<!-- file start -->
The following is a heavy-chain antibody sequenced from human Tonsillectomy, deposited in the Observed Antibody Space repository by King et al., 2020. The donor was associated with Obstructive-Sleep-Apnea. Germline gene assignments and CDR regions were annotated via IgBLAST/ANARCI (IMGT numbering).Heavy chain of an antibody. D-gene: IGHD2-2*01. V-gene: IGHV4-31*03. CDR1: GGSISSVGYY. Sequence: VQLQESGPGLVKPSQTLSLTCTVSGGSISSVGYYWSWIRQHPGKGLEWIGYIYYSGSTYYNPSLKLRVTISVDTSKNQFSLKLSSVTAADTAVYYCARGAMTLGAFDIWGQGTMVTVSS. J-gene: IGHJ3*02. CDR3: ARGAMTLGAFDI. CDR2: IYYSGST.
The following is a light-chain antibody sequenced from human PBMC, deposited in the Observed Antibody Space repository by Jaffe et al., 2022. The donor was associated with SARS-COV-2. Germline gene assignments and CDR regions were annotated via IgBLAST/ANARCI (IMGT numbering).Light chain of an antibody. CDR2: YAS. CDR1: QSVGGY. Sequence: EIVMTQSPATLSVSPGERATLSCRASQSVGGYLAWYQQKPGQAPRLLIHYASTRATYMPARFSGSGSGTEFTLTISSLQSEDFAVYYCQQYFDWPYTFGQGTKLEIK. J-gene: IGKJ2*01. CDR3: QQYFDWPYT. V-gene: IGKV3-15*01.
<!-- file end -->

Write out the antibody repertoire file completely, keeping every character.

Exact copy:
The following is a heavy-chain antibody sequenced from human Tonsillectomy, deposited in the Observed Antibody Space repository by King et al., 2020. The donor was associated with Obstructive-Sleep-Apnea. Germline gene assignments and CDR regions were annotated via IgBLAST/ANARCI (IMGT numbering).Heavy chain of an antibody. D-gene: IGHD2-2*01. V-gene: IGHV4-31*03. CDR1: GGSISSVGYY. Sequence: VQLQESGPGLVKPSQTLSLTCTVSGGSISSVGYYWSWIRQHPGKGLEWIGYIYYSGSTYYNPSLKLRVTISVDTSKNQFSLKLSSVTAADTAVYYCARGAMTLGAFDIWGQGTMVTVSS. J-gene: IGHJ3*02. CDR3: ARGAMTLGAFDI. CDR2: IYYSGST.
The following is a light-chain antibody sequenced from human PBMC, deposited in the Observed Antibody Space repository by Jaffe et al., 2022. The donor was associated with SARS-COV-2. Germline gene assignments and CDR regions were annotated via IgBLAST/ANARCI (IMGT numbering).Light chain of an antibody. CDR2: YAS. CDR1: QSVGGY. Sequence: EIVMTQSPATLSVSPGERATLSCRASQSVGGYLAWYQQKPGQAPRLLIHYASTRATYMPARFSGSGSGTEFTLTISSLQSEDFAVYYCQQYFDWPYTFGQGTKLEIK. J-gene: IGKJ2*01. CDR3: QQYFDWPYT. V-gene: IGKV3-15*01.